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Weekend vote: How many fine tuners do you have on your fiddle?

The Weekend Vote

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Published: January 19, 2014 at 7:08 PM [UTC]

"Why do you have one fine tuner, and I have four?"

This is one of the first questions many of my youngest students ask me, as they compare their small fiddles to my full-size. One reason is that a little goes a long way, when it comes to tuning small violins: turn a peg a fraction of the millimeter, and suddenly the pitch has changed from something around an "A" to a "C sharp"! So one needs to be able to tune in fine gradations, on a small fiddle. An "E" string, being strung so tight, has the same issues as the strings of a small fiddle, so it benefits from always having a fine tuner.

Fine tuner

Another reason is that it's just easier to tune with fine tuners, and also to get the pitch very precisely where you want it to be, rather than "settling" for the pitch being a few cents off.

When I was a child, I had the impression that fine tuners were for kids and beginners, and pegs were for grownups and mature violinists. That's why I had four tuners and the grownups had only one. This was why, as a young adult, I had to continue to wrestle with some of the most ill-fitting, bad-behaving pegs that ever were!

A few things have changed my view on pegs and fine tuners. One was when a respected colleague told me that she simply always makes her students get fine tuners on all their strings on their full-size instruments, especially when they've grown into a full-size at a young age.

Another fact that changed my perspective was when Elizabeth Pitcairn had Wittner Fine-Tune pegs installed on her famous "Red Stradivarius."

You mean, fighting with pegs is not a necessary part of being a "grown-up" violinist?

Fortunately, my current violin's pegs fit quite well, so it works for me just to have one fine-tuner. But I'm much, much more likely these days to recommend that students and colleagues get either four fine-tuners or fine-tune pegs. It's better to have your violin perfectly in tune, and more likely to happen if you make it easy on yourself!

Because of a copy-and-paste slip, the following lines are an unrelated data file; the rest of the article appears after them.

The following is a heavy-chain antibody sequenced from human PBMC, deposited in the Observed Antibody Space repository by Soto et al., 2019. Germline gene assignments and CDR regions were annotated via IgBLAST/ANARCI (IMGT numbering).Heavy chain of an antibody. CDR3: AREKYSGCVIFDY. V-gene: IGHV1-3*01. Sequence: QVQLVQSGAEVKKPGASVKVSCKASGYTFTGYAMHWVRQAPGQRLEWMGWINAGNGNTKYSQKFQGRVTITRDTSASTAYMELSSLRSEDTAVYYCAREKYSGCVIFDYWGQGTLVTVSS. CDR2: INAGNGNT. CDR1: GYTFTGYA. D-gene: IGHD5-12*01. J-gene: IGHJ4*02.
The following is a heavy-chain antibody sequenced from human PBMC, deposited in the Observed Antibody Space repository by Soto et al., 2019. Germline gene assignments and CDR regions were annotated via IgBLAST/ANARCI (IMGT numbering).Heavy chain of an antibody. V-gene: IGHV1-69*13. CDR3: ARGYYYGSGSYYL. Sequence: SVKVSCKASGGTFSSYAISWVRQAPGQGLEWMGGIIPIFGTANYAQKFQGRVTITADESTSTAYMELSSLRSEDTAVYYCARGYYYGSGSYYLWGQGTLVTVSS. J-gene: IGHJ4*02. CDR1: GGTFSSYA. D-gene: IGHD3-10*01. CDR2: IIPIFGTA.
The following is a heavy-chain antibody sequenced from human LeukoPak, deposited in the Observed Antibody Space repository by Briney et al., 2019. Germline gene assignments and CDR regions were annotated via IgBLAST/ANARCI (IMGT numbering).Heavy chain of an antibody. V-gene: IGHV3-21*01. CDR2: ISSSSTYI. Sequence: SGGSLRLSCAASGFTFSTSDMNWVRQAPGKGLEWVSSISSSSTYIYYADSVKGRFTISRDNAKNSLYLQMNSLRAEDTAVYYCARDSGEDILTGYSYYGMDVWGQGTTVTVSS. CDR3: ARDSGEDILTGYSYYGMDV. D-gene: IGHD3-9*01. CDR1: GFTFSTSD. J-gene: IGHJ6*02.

From N.A. Mohr
Posted on January 19, 2014 at 8:08 PM
I was very happy to dispense with my fine tuners...I felt like I reached a milestone at that point. I don' t nessecarily want "easier". And tuning without them isn't harder if the pegs fit well. However I can't speak to tuning issues in climates other than my own...perhaps they would the better option in that case.
From Jim Hastings
Posted on January 19, 2014 at 9:29 PM
One fine tuner here -- E.

I started on a 1/2-size fiddle, then went to 3/4 a few years later. The only strings I had fine tuners on then were E-A. Didn't go up to 4/4 till first year of high school. Switched to wound-gut A-D-G about a year later and removed the A fine tuner.

I play on three fiddles -- about the same amount of time per day on each one. Starting each practice session with the A-440 tuning fork or electronic tone and re-checking several times during a session -- being really strict and picky about tuning -- keeps paying off. There's a good deal of humidity here at least half the year; but my instruments stay well tuned -- even the two that have wound-gut A-D-G -- possibly, in part, because I keep them played in each day. Many times, I don't have to adjust tuning when starting practice or during it. Other times, I barely have to make any change.